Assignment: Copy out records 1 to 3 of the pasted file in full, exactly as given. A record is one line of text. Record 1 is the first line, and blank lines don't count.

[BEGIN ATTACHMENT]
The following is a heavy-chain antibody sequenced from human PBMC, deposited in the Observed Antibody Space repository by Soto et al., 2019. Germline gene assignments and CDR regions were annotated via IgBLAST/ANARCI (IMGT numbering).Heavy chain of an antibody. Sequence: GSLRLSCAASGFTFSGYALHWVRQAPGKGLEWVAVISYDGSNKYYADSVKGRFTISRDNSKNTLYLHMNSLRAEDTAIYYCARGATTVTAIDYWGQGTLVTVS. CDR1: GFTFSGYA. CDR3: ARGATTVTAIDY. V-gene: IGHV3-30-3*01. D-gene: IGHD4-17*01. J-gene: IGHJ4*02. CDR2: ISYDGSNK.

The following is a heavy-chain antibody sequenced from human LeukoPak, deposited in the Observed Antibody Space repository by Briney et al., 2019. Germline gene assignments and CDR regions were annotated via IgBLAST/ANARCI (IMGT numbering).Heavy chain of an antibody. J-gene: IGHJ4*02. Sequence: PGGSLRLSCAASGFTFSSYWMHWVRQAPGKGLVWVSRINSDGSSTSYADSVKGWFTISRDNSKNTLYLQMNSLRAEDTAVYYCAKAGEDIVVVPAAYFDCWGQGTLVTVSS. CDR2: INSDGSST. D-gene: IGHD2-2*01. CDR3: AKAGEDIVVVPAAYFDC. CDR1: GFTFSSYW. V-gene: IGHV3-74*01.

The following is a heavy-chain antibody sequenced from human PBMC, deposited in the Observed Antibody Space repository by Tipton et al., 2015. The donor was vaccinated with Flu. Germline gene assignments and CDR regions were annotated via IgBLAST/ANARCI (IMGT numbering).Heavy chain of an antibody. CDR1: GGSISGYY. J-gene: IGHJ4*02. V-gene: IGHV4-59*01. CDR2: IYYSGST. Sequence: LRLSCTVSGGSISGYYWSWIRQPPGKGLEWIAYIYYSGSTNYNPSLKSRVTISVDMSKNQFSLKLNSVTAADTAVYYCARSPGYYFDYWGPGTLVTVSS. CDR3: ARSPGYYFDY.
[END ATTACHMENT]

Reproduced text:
The following is a heavy-chain antibody sequenced from human PBMC, deposited in the Observed Antibody Space repository by Soto et al., 2019. Germline gene assignments and CDR regions were annotated via IgBLAST/ANARCI (IMGT numbering).Heavy chain of an antibody. Sequence: GSLRLSCAASGFTFSGYALHWVRQAPGKGLEWVAVISYDGSNKYYADSVKGRFTISRDNSKNTLYLHMNSLRAEDTAIYYCARGATTVTAIDYWGQGTLVTVS. CDR1: GFTFSGYA. CDR3: ARGATTVTAIDY. V-gene: IGHV3-30-3*01. D-gene: IGHD4-17*01. J-gene: IGHJ4*02. CDR2: ISYDGSNK.

The following is a heavy-chain antibody sequenced from human LeukoPak, deposited in the Observed Antibody Space repository by Briney et al., 2019. Germline gene assignments and CDR regions were annotated via IgBLAST/ANARCI (IMGT numbering).Heavy chain of an antibody. J-gene: IGHJ4*02. Sequence: PGGSLRLSCAASGFTFSSYWMHWVRQAPGKGLVWVSRINSDGSSTSYADSVKGWFTISRDNSKNTLYLQMNSLRAEDTAVYYCAKAGEDIVVVPAAYFDCWGQGTLVTVSS. CDR2: INSDGSST. D-gene: IGHD2-2*01. CDR3: AKAGEDIVVVPAAYFDC. CDR1: GFTFSSYW. V-gene: IGHV3-74*01.

The following is a heavy-chain antibody sequenced from human PBMC, deposited in the Observed Antibody Space repository by Tipton et al., 2015. The donor was vaccinated with Flu. Germline gene assignments and CDR regions were annotated via IgBLAST/ANARCI (IMGT numbering).Heavy chain of an antibody. CDR1: GGSISGYY. J-gene: IGHJ4*02. V-gene: IGHV4-59*01. CDR2: IYYSGST. Sequence: LRLSCTVSGGSISGYYWSWIRQPPGKGLEWIAYIYYSGSTNYNPSLKSRVTISVDMSKNQFSLKLNSVTAADTAVYYCARSPGYYFDYWGPGTLVTVSS. CDR3: ARSPGYYFDY.